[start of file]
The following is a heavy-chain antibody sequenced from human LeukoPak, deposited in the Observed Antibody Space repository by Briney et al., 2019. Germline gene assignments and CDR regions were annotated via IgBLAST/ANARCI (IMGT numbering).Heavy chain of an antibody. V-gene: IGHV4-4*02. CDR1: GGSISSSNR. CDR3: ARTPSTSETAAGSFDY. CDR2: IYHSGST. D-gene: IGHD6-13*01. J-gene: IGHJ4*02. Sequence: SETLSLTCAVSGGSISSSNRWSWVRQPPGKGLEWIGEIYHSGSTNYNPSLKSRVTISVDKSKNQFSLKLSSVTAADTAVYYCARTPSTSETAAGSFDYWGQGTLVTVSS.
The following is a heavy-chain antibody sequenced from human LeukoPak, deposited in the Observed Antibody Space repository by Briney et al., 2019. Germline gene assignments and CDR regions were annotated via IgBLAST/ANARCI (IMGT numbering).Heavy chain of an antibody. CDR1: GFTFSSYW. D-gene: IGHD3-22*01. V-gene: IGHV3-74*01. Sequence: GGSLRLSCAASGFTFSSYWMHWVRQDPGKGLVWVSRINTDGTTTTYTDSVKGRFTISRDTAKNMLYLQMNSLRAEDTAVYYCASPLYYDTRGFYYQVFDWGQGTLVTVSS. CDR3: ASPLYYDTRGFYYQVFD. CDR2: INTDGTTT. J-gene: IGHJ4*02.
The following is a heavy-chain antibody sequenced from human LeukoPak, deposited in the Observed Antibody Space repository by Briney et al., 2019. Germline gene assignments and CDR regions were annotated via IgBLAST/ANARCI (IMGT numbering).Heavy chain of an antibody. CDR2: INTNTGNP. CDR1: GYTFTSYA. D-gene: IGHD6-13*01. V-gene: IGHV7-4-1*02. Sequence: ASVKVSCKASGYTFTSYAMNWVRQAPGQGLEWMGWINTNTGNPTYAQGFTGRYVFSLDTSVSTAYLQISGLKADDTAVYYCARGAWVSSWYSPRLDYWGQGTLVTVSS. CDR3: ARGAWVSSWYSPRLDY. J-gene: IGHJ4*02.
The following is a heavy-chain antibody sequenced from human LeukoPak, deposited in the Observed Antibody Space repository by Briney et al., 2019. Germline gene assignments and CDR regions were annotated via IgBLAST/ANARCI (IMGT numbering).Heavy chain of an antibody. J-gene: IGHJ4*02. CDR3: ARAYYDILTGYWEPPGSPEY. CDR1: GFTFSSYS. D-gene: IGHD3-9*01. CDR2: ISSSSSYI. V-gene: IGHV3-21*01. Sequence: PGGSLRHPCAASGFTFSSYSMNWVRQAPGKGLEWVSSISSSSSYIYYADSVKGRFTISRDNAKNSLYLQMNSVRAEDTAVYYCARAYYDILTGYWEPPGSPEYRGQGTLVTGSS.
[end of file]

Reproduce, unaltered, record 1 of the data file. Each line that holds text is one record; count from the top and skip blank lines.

The following is a heavy-chain antibody sequenced from human LeukoPak, deposited in the Observed Antibody Space repository by Briney et al., 2019. Germline gene assignments and CDR regions were annotated via IgBLAST/ANARCI (IMGT numbering).Heavy chain of an antibody. V-gene: IGHV4-4*02. CDR1: GGSISSSNR. CDR3: ARTPSTSETAAGSFDY. CDR2: IYHSGST. D-gene: IGHD6-13*01. J-gene: IGHJ4*02. Sequence: SETLSLTCAVSGGSISSSNRWSWVRQPPGKGLEWIGEIYHSGSTNYNPSLKSRVTISVDKSKNQFSLKLSSVTAADTAVYYCARTPSTSETAAGSFDYWGQGTLVTVSS.